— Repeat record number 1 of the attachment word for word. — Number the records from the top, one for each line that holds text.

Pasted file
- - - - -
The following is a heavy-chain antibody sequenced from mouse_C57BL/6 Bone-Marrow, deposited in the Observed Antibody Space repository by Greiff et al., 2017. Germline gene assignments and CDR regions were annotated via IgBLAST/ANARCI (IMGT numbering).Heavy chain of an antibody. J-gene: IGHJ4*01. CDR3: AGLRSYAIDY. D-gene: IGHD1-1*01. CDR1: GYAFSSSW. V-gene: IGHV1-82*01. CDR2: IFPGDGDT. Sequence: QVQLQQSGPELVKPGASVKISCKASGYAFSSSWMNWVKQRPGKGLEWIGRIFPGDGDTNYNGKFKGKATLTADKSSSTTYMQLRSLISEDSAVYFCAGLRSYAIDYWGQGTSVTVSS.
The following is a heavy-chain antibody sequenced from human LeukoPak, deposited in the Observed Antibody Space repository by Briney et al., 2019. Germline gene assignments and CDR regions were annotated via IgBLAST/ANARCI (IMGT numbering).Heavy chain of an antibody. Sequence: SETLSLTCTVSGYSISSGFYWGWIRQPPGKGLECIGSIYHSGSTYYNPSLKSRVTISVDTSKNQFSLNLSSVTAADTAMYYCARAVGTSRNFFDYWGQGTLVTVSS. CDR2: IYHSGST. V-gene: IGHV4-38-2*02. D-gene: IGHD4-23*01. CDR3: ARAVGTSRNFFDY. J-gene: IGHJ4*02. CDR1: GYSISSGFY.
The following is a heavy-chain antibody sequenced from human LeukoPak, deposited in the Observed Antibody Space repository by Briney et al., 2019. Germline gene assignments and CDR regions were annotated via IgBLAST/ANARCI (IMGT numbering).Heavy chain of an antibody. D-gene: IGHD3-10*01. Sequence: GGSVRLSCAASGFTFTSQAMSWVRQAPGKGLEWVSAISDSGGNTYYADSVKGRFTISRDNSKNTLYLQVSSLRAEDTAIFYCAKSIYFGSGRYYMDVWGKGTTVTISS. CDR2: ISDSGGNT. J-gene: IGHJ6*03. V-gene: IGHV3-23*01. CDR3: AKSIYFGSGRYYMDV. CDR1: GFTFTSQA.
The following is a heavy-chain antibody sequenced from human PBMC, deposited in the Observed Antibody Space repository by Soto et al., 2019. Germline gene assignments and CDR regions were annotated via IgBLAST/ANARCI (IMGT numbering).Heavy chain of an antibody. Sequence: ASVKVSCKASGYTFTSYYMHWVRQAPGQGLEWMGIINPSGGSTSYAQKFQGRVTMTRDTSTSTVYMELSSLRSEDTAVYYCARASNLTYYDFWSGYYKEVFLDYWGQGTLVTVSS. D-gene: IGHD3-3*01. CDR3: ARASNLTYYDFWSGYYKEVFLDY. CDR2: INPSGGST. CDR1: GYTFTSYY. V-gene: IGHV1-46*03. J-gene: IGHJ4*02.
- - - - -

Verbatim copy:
The following is a heavy-chain antibody sequenced from mouse_C57BL/6 Bone-Marrow, deposited in the Observed Antibody Space repository by Greiff et al., 2017. Germline gene assignments and CDR regions were annotated via IgBLAST/ANARCI (IMGT numbering).Heavy chain of an antibody. J-gene: IGHJ4*01. CDR3: AGLRSYAIDY. D-gene: IGHD1-1*01. CDR1: GYAFSSSW. V-gene: IGHV1-82*01. CDR2: IFPGDGDT. Sequence: QVQLQQSGPELVKPGASVKISCKASGYAFSSSWMNWVKQRPGKGLEWIGRIFPGDGDTNYNGKFKGKATLTADKSSSTTYMQLRSLISEDSAVYFCAGLRSYAIDYWGQGTSVTVSS.